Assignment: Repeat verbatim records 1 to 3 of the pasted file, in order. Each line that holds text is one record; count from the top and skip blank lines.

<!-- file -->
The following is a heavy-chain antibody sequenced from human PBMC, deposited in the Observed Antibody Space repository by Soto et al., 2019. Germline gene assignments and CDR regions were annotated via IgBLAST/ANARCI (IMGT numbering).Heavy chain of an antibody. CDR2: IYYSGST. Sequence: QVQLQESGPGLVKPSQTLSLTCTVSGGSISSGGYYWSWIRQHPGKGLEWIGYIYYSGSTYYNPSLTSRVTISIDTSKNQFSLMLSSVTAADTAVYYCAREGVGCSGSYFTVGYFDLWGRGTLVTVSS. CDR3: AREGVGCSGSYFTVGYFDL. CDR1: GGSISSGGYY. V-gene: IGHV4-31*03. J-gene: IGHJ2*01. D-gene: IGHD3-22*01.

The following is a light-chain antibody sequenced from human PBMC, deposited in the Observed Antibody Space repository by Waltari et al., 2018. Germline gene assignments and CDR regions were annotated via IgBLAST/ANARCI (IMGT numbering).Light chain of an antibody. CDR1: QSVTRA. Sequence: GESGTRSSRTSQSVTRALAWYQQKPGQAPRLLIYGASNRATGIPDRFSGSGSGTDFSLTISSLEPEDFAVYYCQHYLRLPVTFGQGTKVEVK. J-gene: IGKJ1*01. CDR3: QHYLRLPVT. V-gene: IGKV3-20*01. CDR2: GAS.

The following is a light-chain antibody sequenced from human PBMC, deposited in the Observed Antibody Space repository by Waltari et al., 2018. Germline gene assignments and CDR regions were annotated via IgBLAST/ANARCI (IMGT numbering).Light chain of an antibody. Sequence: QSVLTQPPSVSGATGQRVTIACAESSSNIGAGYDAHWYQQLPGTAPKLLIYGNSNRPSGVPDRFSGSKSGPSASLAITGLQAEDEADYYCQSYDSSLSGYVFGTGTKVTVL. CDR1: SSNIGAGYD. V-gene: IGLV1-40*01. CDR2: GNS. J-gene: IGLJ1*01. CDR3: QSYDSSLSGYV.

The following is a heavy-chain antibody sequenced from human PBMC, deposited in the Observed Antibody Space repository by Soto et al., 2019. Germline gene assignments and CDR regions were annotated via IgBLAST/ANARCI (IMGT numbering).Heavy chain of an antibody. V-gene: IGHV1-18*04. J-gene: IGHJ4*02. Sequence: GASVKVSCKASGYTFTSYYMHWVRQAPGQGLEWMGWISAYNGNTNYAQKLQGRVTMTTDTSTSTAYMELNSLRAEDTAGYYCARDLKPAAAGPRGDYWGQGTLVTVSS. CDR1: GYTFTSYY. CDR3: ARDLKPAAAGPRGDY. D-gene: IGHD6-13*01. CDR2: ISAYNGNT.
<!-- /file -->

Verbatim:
The following is a heavy-chain antibody sequenced from human PBMC, deposited in the Observed Antibody Space repository by Soto et al., 2019. Germline gene assignments and CDR regions were annotated via IgBLAST/ANARCI (IMGT numbering).Heavy chain of an antibody. CDR2: IYYSGST. Sequence: QVQLQESGPGLVKPSQTLSLTCTVSGGSISSGGYYWSWIRQHPGKGLEWIGYIYYSGSTYYNPSLTSRVTISIDTSKNQFSLMLSSVTAADTAVYYCAREGVGCSGSYFTVGYFDLWGRGTLVTVSS. CDR3: AREGVGCSGSYFTVGYFDL. CDR1: GGSISSGGYY. V-gene: IGHV4-31*03. J-gene: IGHJ2*01. D-gene: IGHD3-22*01.

The following is a light-chain antibody sequenced from human PBMC, deposited in the Observed Antibody Space repository by Waltari et al., 2018. Germline gene assignments and CDR regions were annotated via IgBLAST/ANARCI (IMGT numbering).Light chain of an antibody. CDR1: QSVTRA. Sequence: GESGTRSSRTSQSVTRALAWYQQKPGQAPRLLIYGASNRATGIPDRFSGSGSGTDFSLTISSLEPEDFAVYYCQHYLRLPVTFGQGTKVEVK. J-gene: IGKJ1*01. CDR3: QHYLRLPVT. V-gene: IGKV3-20*01. CDR2: GAS.

The following is a light-chain antibody sequenced from human PBMC, deposited in the Observed Antibody Space repository by Waltari et al., 2018. Germline gene assignments and CDR regions were annotated via IgBLAST/ANARCI (IMGT numbering).Light chain of an antibody. Sequence: QSVLTQPPSVSGATGQRVTIACAESSSNIGAGYDAHWYQQLPGTAPKLLIYGNSNRPSGVPDRFSGSKSGPSASLAITGLQAEDEADYYCQSYDSSLSGYVFGTGTKVTVL. CDR1: SSNIGAGYD. V-gene: IGLV1-40*01. CDR2: GNS. J-gene: IGLJ1*01. CDR3: QSYDSSLSGYV.